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Miki Kratsman

03.01.09- 28.02.09

Gilo #3, 2001, digital print, 70X100 cm

Miki Kratsman// Works

Hadas Maor

Miki Kratsman is one of Israel's highly distinguished photographers. For over 22 years he has been infinitely committed to seriously documenting the evolution of the Israeli-Palestinian conflict, and mainly, its bitter consequences on the daily life of the Palestinian population. From Kratsman's point of view, an accumulated documentation of this difficult daily routine – a routine comprised of different kinds of obstruction, death, memory, hope, insult, anger, hatred or acceptance – is more important, significant and even disquieting than any specific documentation of a potentially spectacular or extreme event .

The works exhibited in this show are, in some way, a unique collection gathered from this massive line of work. They include a combination of different techniques and diverse ways of observation. They were all taken beyond the green line, a concept that turned somewhat anachronistic in the last few years, while deliberating on certain generative phenomena. The separation wall, Road 443, Gush Katif and more.

The first exhibition hall includes color photographs taken at Gilo, Khan Yunis, Erez barrier, Jenin and more. The characterization of the separation wall on its different facades; the destruction of houses; the gateway administration; the phenomenon of the wanted armed men. In his early works Kratsman focused on the mediation of complex human situations, while intentionally stressing the way his actual presence in the field of occurrence functions as an active force, both influencing it and being affected by it. In the current show the focus is on defining the general state of affairs in a broad and principle manner, and not on distinct individual description. Most of the photographs are devoid of any direct human presence. Quiet photographs, almost pastoral, unrevealing and at the same time refining the fact they are connected with such a difficult and painful situation.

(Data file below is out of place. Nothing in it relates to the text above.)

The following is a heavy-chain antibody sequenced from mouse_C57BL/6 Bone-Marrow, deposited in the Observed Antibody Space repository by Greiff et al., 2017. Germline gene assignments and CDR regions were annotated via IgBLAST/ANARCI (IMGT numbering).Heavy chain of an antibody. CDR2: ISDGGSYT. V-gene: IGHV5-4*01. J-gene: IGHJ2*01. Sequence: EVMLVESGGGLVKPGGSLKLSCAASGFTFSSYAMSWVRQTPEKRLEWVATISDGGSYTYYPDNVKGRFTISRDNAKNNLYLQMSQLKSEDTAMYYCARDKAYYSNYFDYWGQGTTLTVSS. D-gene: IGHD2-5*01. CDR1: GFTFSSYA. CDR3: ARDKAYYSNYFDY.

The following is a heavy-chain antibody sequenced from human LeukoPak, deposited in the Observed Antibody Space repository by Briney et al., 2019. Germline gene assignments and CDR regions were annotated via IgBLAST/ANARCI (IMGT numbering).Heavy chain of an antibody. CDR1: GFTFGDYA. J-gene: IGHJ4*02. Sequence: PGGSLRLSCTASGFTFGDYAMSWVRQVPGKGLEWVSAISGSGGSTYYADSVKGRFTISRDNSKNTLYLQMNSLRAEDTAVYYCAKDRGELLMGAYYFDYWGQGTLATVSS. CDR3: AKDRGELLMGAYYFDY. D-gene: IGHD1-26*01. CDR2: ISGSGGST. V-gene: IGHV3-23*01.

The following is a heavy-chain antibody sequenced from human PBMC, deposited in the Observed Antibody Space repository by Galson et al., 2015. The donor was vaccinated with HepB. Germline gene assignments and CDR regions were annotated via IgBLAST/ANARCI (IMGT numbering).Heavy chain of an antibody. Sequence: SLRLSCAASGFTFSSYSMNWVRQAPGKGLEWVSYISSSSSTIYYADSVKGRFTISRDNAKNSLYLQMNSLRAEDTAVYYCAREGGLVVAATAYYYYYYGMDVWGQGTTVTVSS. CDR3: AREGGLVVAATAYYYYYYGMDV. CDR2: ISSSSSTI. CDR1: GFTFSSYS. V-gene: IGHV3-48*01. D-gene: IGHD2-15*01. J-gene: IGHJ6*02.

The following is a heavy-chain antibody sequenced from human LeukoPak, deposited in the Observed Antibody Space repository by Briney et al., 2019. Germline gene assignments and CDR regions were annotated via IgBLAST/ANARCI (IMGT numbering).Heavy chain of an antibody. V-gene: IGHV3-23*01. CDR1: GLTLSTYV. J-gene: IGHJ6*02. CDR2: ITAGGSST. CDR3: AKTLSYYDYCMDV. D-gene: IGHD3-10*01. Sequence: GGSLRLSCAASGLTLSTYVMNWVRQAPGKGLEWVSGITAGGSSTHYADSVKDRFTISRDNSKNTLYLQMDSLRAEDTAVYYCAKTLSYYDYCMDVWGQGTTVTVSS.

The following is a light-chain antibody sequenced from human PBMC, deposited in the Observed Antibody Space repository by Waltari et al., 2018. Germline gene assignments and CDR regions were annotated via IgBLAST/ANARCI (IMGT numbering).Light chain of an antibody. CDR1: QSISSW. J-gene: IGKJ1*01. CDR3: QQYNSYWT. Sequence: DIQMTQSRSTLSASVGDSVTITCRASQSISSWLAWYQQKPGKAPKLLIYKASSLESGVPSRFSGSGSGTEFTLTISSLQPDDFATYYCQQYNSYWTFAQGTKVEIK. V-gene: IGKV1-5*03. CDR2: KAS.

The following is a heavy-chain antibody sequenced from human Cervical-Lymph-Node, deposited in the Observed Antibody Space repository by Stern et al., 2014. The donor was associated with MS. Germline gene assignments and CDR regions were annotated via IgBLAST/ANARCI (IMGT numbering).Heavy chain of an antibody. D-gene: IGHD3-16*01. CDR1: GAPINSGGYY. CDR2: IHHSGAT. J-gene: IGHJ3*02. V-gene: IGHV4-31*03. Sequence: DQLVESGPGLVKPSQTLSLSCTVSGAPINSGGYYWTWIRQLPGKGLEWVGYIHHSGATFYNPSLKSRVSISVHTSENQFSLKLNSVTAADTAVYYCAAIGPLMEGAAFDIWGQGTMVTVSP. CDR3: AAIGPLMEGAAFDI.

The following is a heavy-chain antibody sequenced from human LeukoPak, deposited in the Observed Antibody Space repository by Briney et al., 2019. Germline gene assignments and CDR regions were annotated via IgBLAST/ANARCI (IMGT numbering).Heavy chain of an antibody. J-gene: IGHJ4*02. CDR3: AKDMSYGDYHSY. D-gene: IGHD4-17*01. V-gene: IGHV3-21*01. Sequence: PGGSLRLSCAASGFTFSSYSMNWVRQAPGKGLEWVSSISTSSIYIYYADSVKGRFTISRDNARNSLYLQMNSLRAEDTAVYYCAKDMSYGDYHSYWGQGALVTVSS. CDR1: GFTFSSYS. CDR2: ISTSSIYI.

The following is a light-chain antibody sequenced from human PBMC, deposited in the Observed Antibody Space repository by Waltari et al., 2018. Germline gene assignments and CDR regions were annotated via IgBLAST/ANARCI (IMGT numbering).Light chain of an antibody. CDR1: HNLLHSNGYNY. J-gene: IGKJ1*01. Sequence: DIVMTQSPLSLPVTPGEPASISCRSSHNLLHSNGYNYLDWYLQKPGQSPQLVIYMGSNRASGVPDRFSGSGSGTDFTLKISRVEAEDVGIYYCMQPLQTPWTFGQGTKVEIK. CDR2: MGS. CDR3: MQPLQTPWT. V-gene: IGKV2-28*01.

The other exhibition hall includes only photographs in black and white; A series that was taken at Gush Katif during 2005, just a few months before the media-covered evacuation. The series exposes a silent, abandoned and emptied out place. The swing of settlement, the wasteland flourishing, as if it had evaporated or had never really been. The drama in these works is not in the ongoing occurrence seen in them but rather in the meaning derived from it. The series demonstrates the dimension of the absolute, principle fraction embodied in the situation without connecting it to the political or ideological stance in relation to its circumstances. Kratsman's choice of the unique photographic format, that creates a dark halo around the image and a focus on the object at the center of the lens, creates a past tense, produces a feeling of remembrance. By doing so, the act of photography, serves Kratsman not only as a possible mediator for the act of separation and of grief, but also as a catalyst that wishes to urge it on.

The juxtaposition of the two sections of the show within one frame of thought is not attempting to indicate a connection of cause and effect, but to create a continual and rudimentary succession that binds the two sides of the separation wall together. A wall that is like a redundant scar in the landscape, that as an unattended cut, grew wild dermis, ledges, salients, pits and endless infections. 





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